Household spending is expected to be the main driver of growth - consumption is expected to grow by 3% in 2000 and by 2.4% in 2001 contributing two thirds of the anticipated growth in both years.

The CBI expects a recovery in exports over the next two years due more to a resurgence in world trade with Sterling's strength continuing to hold back exports. Export volumes are expected to grow by 5.0% in 2000 and by 4.3 per cent in 2001. But import growth is again expected to be strong at 5.6% in 2000 and 4% in 2001. Manufacturing output is expected to rise by 2.6% this year and 2.2% in 2001.

The CBI has also revised its projection for interest rates which are now expected to rise to 6% in the second quarter of 2000, remaining at that level until the second quarter of 2001 before edging down to 5% by end-2001. Underlying retail price inflation is forecast to remain below the government's target, ending 2000 at 2.2% and edging up marginally to 2.4% by end-2001. Average earnings are projected to remain under control, averaging 4.8% by end-2001.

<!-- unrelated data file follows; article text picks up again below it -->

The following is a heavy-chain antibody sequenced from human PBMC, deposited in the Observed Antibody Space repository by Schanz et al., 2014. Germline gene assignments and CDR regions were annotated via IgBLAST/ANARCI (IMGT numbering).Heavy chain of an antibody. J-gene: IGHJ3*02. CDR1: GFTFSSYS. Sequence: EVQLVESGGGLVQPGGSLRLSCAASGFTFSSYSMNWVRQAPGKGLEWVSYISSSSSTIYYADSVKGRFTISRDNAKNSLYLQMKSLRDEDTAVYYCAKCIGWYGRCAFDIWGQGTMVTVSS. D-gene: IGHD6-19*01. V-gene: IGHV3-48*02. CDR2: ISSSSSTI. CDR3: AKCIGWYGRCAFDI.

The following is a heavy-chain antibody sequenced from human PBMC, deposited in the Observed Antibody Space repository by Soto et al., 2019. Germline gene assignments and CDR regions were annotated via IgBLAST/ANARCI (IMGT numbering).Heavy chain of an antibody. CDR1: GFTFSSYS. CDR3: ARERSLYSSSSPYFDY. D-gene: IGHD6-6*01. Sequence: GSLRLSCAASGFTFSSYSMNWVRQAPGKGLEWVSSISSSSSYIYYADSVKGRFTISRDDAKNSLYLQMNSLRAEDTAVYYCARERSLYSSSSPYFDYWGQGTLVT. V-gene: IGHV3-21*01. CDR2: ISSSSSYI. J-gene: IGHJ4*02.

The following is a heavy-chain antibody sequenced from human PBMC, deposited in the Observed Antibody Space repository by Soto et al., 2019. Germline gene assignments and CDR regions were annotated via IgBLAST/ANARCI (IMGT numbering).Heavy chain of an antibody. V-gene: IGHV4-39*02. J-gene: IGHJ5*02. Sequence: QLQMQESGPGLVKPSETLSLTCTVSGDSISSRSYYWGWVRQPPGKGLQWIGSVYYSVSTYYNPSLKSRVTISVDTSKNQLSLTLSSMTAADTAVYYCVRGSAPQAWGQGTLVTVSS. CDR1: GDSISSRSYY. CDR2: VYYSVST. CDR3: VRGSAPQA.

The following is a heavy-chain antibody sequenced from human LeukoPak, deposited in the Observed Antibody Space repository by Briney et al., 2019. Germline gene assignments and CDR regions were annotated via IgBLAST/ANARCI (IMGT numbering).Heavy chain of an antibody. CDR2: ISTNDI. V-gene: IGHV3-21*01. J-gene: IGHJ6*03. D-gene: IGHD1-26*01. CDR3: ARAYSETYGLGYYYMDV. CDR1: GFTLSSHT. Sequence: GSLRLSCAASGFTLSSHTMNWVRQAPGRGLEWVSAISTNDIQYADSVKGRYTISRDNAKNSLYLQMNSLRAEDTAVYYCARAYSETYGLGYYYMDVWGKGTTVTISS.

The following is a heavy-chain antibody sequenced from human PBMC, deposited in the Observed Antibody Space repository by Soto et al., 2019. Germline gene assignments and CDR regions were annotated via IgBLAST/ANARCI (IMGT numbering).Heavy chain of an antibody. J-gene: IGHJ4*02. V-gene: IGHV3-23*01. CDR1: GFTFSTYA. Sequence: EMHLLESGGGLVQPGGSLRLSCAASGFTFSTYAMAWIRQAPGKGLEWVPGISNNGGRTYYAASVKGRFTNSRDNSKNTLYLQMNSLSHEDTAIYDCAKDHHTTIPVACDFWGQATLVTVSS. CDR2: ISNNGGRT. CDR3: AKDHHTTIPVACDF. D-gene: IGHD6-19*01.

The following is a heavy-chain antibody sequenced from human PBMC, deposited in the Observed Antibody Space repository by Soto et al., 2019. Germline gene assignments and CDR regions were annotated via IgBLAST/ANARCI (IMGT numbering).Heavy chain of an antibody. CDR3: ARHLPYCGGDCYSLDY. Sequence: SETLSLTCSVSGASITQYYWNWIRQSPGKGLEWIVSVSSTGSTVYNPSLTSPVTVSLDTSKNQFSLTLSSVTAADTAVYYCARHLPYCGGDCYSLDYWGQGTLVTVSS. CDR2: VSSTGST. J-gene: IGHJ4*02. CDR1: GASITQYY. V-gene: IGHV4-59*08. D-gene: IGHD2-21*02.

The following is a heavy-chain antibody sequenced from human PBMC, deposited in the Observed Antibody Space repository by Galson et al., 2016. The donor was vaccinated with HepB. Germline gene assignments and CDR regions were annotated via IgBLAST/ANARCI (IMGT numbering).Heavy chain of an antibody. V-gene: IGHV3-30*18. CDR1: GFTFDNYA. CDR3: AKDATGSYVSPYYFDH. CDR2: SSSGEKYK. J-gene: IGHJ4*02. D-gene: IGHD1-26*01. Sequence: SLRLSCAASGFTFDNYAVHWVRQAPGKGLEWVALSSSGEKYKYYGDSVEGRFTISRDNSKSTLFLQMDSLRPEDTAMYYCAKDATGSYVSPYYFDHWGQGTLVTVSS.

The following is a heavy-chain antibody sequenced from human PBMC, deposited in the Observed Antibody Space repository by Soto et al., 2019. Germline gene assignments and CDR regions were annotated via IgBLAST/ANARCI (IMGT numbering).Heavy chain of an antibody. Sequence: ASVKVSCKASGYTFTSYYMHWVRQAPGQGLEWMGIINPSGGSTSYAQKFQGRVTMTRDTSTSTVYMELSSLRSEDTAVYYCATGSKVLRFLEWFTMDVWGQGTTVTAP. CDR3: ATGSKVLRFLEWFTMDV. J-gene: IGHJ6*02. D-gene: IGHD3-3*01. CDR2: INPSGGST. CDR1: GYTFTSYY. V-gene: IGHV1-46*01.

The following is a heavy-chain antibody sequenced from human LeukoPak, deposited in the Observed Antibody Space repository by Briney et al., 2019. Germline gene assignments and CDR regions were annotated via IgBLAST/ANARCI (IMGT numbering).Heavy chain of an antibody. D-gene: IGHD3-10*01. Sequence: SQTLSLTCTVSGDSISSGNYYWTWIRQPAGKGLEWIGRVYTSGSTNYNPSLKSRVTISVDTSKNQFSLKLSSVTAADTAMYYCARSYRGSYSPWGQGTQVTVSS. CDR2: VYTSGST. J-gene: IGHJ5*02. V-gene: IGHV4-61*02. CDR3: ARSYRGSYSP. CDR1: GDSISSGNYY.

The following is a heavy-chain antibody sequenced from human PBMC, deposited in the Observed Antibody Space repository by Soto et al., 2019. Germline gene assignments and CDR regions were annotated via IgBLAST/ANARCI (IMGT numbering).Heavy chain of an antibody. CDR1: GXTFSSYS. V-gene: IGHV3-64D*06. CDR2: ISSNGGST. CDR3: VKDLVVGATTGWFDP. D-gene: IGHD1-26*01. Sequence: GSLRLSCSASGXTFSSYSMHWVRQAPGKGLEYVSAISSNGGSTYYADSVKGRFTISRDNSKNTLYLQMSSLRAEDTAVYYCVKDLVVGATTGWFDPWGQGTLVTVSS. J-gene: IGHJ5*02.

The CBI forecast for unemployment is not too upbeat. Measured by the LFS ILO definition unemployment is expected to fall only slowly averaging 1.66 million at the end of 2000 and 1.62 million by end-2001. Overall employment is expected to rise by 516,000 over the two years to the fourth quarter of 2001 as economic growth continues to attract more people into the labour market.

However, stronger growth is forecast by the Ernst & Young "ITEM club" - a research group that uses the same economic model as the Treasury. It expects the UK economy will grow at a healthy 3% this year and says this will be driven by stronger exports. The group also expects underlying inflation to be just over 2% this year, below the Bank of England's 2% target. The researchers predict more interest rate increases this year, but say that rises in the cost of borrowing will level-off this summer at 6%, well below the last peak of 7% in the summer of 1998.

Average of all independent forecasters, UK , March 2000

 

2000

2001

GDP growth

3.1%

2.6%

Claimant unemployment (total)

1.08m

1.05m

Annual growth in employment

0.9%

0.7%

Europe

Economic revival has arrived in the 11 country Euro-zone - mainly driven by economic growth in Germany where the Federal Government expects the economy will expand by about 2% this year - up from just 1.4% achieved during the past 12 months. However, many economists believe that this is too cautious, and expect rates of 3% and higher which are consistent with growth forecasts for the whole Euro region. Deutsche Bank forecasts the economy will grow at a pace that ranks alongside the USA - predicting that German GDP will grow by 2% in the first quarter, 4.6% in the second, 4.8% in the third, and 4.3% in the last quarter of 2000.